Less than a month after moving to France, I’m climbing up postcard-level multi-pitch routes in The Alps with my new bestie, Pierre. It’s not until he’s 20 feet up the rock that I remember just how unique (i.e. bonkers) the friendships are between climbers. I’ve spoken to this man for maybe five hours total before roping up and I know absolutely nothing about him, his character, or even his safety level. Yet here we are, putting our very lives in each other’s break hands. 

Normal friendships require years, even decades to build this level of trust. But somehow the high stakes of climbing (a therapist might call this trauma bonding) mixed with a shared passion for the sport and love of the outdoors fast-tracks these kinds of friendships. 

A week later he took me climbing with a dozen of his friends, ending in a 6-hour, 7-course meal at some old-timey French farmhouse covered in vines. Not many ex-pats can just drop into a group of friends this fast. But I felt relieved to have found my people.

Until Pierre disappeared…

I got some clarity recently when I talked to my buddy Howie, a climber based in Utah I met through TikTok. He had come to a painful conclusion — extreme sports aren’t always the best glue for holding friendships together. 

“In my experience, climbing wasn’t a good foundation for friendship,” Howie said when I called him up. It’s not just due to now having a wife and kids, it’s the mindset of climbers he can’t relate to anymore. He believes it’s hard to base long-term, sustainable friendships on common hobbies alone. Especially when said hobbies (I’m looking at you, climbing) are huge time commitments that consume whole weekends or longer. 

When I showed up in Lyon, France in July 2018, I didn’t know a soul or the language, I’d broken up with my boyfriend just days before, and had buried my dad four months before that. Not the ideal scenario, I know! And yet I assumed I’d make friends easy peasy baguette squeezy because starting over is kinda my thing. I’ve lived in four countries, seven states, and a Toyota pickup.

While my dad called me his Wild Child who’s “a little too independent” and some people might call me a commit-a-phobe, I like to think I’m a well-traveled outgoing gal who’s not afraid to try new things or put myself out there.

What I’d forgotten is that as an adult, especially one who’s single and childfree, making friends is stupid hard. Doing that in a foreign country — where I sound comme un imbécile when I speak — made that a million times harder.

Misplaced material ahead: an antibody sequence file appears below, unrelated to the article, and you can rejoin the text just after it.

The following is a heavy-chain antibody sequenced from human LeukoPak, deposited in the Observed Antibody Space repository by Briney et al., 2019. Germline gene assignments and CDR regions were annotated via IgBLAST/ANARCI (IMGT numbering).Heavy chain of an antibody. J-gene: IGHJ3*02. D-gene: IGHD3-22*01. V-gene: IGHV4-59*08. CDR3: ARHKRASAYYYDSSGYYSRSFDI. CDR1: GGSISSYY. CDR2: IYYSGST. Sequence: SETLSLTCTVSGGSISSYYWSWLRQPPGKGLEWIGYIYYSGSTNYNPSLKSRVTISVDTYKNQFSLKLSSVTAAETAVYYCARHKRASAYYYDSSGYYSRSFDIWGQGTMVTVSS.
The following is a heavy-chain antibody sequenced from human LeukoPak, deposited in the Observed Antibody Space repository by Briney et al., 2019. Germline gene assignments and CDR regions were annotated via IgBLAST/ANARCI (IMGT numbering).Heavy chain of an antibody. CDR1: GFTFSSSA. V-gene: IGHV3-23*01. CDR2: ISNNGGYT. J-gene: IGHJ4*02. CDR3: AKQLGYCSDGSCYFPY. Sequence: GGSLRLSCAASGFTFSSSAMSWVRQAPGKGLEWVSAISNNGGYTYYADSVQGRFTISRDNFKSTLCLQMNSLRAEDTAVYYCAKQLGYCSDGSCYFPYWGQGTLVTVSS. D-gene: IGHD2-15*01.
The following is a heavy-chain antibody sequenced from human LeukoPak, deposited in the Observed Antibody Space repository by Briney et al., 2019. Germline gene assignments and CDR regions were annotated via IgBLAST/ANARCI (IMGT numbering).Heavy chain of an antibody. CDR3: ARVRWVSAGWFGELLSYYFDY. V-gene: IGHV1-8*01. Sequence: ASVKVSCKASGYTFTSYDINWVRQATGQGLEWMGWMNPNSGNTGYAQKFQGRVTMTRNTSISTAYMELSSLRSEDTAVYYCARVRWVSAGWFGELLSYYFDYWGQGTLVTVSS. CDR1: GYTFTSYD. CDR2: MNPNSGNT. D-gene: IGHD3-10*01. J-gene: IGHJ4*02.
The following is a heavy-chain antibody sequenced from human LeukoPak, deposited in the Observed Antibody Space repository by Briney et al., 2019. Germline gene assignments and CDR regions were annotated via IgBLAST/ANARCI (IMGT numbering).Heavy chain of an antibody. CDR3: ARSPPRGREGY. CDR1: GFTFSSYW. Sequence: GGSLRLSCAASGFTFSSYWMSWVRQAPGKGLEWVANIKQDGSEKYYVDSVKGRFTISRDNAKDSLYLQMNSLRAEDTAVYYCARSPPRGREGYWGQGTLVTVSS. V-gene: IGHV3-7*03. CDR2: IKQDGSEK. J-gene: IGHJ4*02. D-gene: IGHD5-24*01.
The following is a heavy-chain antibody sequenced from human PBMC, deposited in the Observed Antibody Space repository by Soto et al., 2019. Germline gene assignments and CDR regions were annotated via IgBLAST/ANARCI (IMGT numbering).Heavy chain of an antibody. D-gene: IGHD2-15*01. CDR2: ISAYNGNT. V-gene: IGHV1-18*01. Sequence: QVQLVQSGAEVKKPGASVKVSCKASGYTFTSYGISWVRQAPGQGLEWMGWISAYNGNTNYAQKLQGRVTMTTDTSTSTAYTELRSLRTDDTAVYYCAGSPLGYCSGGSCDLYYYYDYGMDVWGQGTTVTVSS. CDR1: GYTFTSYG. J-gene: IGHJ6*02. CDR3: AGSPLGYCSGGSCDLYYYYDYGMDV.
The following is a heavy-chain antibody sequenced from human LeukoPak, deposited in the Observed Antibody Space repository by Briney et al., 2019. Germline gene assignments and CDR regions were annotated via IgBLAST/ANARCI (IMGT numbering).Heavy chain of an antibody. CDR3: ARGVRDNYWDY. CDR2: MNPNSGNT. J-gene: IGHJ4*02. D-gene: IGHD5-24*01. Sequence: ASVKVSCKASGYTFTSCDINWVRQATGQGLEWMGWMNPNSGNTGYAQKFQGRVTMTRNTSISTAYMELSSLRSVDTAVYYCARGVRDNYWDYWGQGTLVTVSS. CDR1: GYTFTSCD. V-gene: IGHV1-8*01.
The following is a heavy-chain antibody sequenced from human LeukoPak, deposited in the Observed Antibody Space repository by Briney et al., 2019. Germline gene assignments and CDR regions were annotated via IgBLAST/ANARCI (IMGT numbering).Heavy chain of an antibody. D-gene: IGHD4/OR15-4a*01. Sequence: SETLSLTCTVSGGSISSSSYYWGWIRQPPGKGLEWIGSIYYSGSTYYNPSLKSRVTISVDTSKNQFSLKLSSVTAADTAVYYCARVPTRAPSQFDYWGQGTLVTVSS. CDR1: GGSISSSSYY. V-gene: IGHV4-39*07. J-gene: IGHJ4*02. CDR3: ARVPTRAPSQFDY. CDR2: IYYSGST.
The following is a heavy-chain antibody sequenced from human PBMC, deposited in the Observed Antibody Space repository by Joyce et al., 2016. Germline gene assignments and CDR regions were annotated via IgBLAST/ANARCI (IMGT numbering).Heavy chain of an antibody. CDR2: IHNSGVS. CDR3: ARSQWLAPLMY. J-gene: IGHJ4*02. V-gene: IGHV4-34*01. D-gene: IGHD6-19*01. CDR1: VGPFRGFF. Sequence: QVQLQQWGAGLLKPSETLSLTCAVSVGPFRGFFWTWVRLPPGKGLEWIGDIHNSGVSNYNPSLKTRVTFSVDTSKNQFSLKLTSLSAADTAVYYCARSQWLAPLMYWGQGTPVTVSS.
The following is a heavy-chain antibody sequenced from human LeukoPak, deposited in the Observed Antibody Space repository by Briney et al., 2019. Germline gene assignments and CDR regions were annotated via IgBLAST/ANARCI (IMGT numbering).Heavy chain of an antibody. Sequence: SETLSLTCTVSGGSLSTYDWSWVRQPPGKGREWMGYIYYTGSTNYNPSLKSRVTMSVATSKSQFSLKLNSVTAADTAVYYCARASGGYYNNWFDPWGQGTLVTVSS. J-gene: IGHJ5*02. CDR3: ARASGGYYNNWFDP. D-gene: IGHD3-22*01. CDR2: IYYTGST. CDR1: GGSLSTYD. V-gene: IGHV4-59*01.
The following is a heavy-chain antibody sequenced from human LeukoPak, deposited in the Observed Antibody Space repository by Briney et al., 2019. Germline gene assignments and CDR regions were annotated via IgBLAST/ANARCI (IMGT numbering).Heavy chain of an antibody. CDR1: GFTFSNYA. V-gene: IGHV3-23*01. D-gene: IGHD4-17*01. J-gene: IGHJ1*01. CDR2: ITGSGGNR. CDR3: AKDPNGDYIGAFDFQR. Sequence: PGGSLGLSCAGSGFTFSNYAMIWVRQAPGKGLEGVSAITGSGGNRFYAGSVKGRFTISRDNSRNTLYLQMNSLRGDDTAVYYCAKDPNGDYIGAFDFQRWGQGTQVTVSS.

After two years of tirelessly making efforts to build my community, the pandemic hit, and I was left with only a few friends. As I entered my 40’s, I was exhausted. Tired of starting over. I wanted roots.

For years I searched for my core group of reliable friends, but where on earth do you meet these people? I turned to a relationship expert for insight into what creates deep, meaningful, lifelong friendships — and found I was going about it all wrong.

Where before, I used common interests to build community, I learned that developing friendships with people who share my values is a much better long-term bet.


For anyone in their 30’s and 40’s, finding new friends can be quite the conundrum. I want close, meaningful relationships with people who are emotionally intelligent, work on themselves, show up for their friends, and share similar interests with me, and yet I’ve had trouble finding that among climbers. 

I’ve written about why I don’t generally date climbers anymore, but since entering my 40s, I’ve noticed I don’t befriend them too much now either. The ones my age were mostly men and unavailable due to either kids or their unreliable Peter Pan nature. For hardcore climbers, all it takes is one injury for them to vanish into depression or a bottle. 

I tried the climber approach to friendship one last time when I landed in France and immediately met Pierre, who went full-on-bestie during the month of August. As soon as his usual climbing partners got back to town from summer vacation, Pierre disappeared.

Unfortunately, I’d put too many eggs into that basket and was, predictably, left empty-handed. So after a month, I had to start over yet again. Nothing will motivate you like loneliness!